The sport of college basketball recently noted the passing of a legendary coach and highly esteemed teacher: John Wooden – a man who not only succeeded as a respected and winning coach, but one who also exhibited a different behavioral style than that which is stereotypically associated with college basketball coaches.
When one thinks of a big-time basketball coach many assume this will be a fiery and dominating personality, highly goal-oriented like a Mike Krzyzewski or the at times volatile Bobby Knight. Wooden, by contast, was described as “self-controlled” and “detail-oriented”. In the NBC Sports obituary Michael Ventre wrote that “Wooden’s attention to detail was almost as legendary as the Wizard of Westwood himself. He instructed his players how to put on their socks and shoes in order to cut down on the incidence of blisters.” Sounds like the adjectives associated with a High C, doesn’t it? In the same article he is described as being “humble, practical and unpretentious” – not the first adjectives that come to mind if one is assuming the stereotype of the High D coach.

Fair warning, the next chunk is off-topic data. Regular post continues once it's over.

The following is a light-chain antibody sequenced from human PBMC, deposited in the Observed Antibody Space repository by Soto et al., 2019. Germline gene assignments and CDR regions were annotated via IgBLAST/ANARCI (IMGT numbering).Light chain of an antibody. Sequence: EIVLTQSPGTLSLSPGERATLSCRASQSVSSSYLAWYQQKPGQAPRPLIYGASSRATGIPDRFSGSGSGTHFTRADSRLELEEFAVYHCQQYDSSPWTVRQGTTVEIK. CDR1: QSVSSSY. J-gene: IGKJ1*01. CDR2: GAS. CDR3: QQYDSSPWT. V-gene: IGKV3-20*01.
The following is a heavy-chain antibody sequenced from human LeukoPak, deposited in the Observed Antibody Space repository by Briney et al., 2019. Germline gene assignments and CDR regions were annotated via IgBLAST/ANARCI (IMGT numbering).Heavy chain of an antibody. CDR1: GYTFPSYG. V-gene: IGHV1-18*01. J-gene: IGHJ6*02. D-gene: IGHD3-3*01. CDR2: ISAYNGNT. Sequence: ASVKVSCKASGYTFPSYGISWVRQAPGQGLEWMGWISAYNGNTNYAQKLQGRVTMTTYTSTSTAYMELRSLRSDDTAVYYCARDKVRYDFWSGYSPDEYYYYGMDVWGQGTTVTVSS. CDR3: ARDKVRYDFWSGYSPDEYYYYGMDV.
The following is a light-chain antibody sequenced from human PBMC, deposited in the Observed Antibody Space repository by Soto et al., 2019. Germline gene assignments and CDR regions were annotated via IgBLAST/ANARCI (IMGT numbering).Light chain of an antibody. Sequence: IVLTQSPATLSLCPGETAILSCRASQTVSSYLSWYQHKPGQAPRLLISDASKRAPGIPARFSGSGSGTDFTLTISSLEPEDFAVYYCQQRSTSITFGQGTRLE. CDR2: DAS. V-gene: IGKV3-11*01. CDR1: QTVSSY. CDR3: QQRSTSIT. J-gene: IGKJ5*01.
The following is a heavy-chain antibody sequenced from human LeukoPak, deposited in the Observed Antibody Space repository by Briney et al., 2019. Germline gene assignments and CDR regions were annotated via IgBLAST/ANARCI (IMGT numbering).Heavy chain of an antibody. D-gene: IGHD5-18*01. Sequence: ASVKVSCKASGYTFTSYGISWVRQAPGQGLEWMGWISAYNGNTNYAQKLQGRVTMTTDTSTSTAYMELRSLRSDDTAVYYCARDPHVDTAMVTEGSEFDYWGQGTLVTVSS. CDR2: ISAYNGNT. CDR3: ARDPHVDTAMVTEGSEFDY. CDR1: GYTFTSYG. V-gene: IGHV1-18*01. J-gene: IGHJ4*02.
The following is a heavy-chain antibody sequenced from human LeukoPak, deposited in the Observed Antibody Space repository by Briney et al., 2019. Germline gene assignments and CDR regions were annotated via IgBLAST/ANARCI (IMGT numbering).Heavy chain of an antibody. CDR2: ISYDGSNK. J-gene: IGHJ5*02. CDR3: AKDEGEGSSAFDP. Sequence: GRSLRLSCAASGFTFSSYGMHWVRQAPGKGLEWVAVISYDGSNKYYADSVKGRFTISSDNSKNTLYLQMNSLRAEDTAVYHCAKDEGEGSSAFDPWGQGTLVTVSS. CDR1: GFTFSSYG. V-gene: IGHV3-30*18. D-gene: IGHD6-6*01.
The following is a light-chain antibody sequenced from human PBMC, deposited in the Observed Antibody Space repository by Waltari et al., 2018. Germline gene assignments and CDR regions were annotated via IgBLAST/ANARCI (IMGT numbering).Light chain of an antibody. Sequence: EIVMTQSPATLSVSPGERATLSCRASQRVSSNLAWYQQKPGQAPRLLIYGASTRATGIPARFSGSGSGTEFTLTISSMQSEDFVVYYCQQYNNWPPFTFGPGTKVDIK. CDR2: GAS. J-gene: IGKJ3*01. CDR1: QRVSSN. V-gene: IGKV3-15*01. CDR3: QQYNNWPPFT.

While the sports world is saddened to say good bye to John Wooden we would like to thank this role-model for demonstrating that there are many paths to success and leadership and that the dominance of the high D isn’t the only behavioral style capable of achieving great results.